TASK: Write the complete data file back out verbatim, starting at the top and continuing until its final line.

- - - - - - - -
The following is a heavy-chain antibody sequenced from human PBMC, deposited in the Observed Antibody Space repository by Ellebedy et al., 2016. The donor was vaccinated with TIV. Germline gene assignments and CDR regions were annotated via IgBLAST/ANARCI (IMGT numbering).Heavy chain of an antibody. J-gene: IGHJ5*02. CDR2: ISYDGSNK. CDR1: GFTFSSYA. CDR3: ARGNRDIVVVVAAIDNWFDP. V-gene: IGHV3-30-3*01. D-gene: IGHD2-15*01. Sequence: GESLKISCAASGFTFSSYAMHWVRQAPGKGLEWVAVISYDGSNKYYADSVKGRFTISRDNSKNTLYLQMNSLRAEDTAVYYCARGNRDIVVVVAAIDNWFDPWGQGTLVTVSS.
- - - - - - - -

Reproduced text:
The following is a heavy-chain antibody sequenced from human PBMC, deposited in the Observed Antibody Space repository by Ellebedy et al., 2016. The donor was vaccinated with TIV. Germline gene assignments and CDR regions were annotated via IgBLAST/ANARCI (IMGT numbering).Heavy chain of an antibody. J-gene: IGHJ5*02. CDR2: ISYDGSNK. CDR1: GFTFSSYA. CDR3: ARGNRDIVVVVAAIDNWFDP. V-gene: IGHV3-30-3*01. D-gene: IGHD2-15*01. Sequence: GESLKISCAASGFTFSSYAMHWVRQAPGKGLEWVAVISYDGSNKYYADSVKGRFTISRDNSKNTLYLQMNSLRAEDTAVYYCARGNRDIVVVVAAIDNWFDPWGQGTLVTVSS.